Wednesday, 30 December 2015
My Back Pages
Looking back on 2015 it was quite a varied year in terms of reading, although I would liked to have read much more, if only time would allow it. However there were plenty of highlights during the year. Late in 2014 I met one of my musical heroes in the form of Steve Kilbey from the Australian band The Church. In January I read his excellent autobiography, Something Quite Peculiar (2014) and then met him again with the rest of the band in July when they toured the west coast (they were brilliant by the way...). When literature and music meet I’m a very happy man indeed.
My book club reads this year yielded both pain and pleasure, with Donna Tartt’s The Secret History (1992) taking the crown for the best book I’ve read this year. The Secret History was compelling, absorbing, manipulative and most of all just brilliantly written. Other book club related highlights include Ian McEwan’s succinct and stylish The Children Act (2014), Richard Flannagan’s Man Booker Prize winning The Narrow Road to the Deep North (2013) and Joan London’s The Golden Age (2014), which managed to both charm and move me in equal measure. Book club pain came in the form of Doris Lessing’s The Golden Notebook (1962), which was not mediocre by any means, just long winded and intensely and neurotically self-conscious. It was also a fascinating and challenging read, so in the end I’m grateful to have read it and I will certainly remember it for a long time to come.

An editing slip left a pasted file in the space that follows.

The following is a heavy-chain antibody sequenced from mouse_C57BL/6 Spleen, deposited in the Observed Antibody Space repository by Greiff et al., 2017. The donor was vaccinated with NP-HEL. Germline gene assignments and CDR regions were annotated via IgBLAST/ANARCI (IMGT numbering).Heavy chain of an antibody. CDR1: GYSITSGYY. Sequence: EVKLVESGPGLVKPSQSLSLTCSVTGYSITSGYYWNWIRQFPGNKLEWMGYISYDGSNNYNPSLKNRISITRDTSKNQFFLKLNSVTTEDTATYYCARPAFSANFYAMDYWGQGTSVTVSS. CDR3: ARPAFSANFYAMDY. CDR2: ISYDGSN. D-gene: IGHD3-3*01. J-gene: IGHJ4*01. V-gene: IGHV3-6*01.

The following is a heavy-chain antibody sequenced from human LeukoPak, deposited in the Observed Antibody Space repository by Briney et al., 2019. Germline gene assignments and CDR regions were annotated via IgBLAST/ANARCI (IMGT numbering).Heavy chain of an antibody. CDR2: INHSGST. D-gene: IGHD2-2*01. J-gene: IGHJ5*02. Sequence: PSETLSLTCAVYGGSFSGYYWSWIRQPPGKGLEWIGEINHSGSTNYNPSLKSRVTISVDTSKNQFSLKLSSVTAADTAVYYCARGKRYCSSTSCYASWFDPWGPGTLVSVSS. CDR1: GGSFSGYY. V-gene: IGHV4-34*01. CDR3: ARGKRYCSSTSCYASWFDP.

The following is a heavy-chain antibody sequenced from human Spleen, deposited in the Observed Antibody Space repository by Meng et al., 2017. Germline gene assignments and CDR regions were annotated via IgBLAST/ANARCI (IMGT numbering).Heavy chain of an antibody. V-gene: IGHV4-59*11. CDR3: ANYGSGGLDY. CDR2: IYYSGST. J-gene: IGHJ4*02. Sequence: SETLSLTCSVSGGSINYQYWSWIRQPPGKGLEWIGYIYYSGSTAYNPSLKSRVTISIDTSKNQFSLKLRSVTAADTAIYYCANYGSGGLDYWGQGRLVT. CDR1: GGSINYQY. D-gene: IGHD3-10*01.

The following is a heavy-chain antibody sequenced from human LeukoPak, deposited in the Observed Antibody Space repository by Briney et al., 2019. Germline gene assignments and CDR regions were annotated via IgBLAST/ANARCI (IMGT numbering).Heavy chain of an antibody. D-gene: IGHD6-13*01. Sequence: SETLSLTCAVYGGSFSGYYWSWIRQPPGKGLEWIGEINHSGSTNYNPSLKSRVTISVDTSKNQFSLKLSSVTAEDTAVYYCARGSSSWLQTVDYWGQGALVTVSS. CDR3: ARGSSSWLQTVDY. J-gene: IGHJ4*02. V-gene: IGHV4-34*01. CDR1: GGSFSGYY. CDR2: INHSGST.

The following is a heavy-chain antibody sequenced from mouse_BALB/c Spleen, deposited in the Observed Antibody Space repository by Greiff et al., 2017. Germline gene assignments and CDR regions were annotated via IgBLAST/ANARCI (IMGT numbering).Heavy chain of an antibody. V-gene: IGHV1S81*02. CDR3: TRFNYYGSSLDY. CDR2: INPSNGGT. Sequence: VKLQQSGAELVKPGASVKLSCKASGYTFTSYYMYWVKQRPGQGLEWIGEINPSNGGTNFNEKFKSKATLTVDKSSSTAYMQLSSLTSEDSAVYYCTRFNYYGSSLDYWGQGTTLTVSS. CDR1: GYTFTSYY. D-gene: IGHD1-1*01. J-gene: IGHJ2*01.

If The Secret History was the best book of the year (in fact one of the best I’ve ever read...), then the biggest disappointment was Bruce Chatwin’s In Patagonia (1977). Perhaps Chatwin had great adventures in Patagonia, but he managed to make it totally boring on paper. Luckily there were plenty of other highlights from my own (non book club) reading to make up for the tedium of Chatwin. Miranda July weirded me out in a good way with her debut novel, The First Bad Man (2015) and Michel Ondaatje’s Coming Through Slaughter (1976) was simply a great piece of experimental cult fiction. Other highlights were Axiomatic (1995) by Greg Egan and Seven Eves (2015) by Neal Stephenson, both of which left me wanting to read much more of their work.
As for next year I aim to finish the thousand plus pages of Peter Watson’s Ideas: A History of Thought and Invention, from Fire to Freud (2006). I’m reading it a bit at a time, mostly late at night, so hopefully I’ll get through it! What I really have my eye on though is my first love - science fiction. After reading Egan, Stephenson and then recently Huxley, it’s time to catch up with contemporary science fiction and some of the classics that I’ve never got around to reading. Maybe I’ll even read Philip K. Dick’s crackpot The Exegesis of Philip K Dick (2011) this year - now there’s some holiday reading....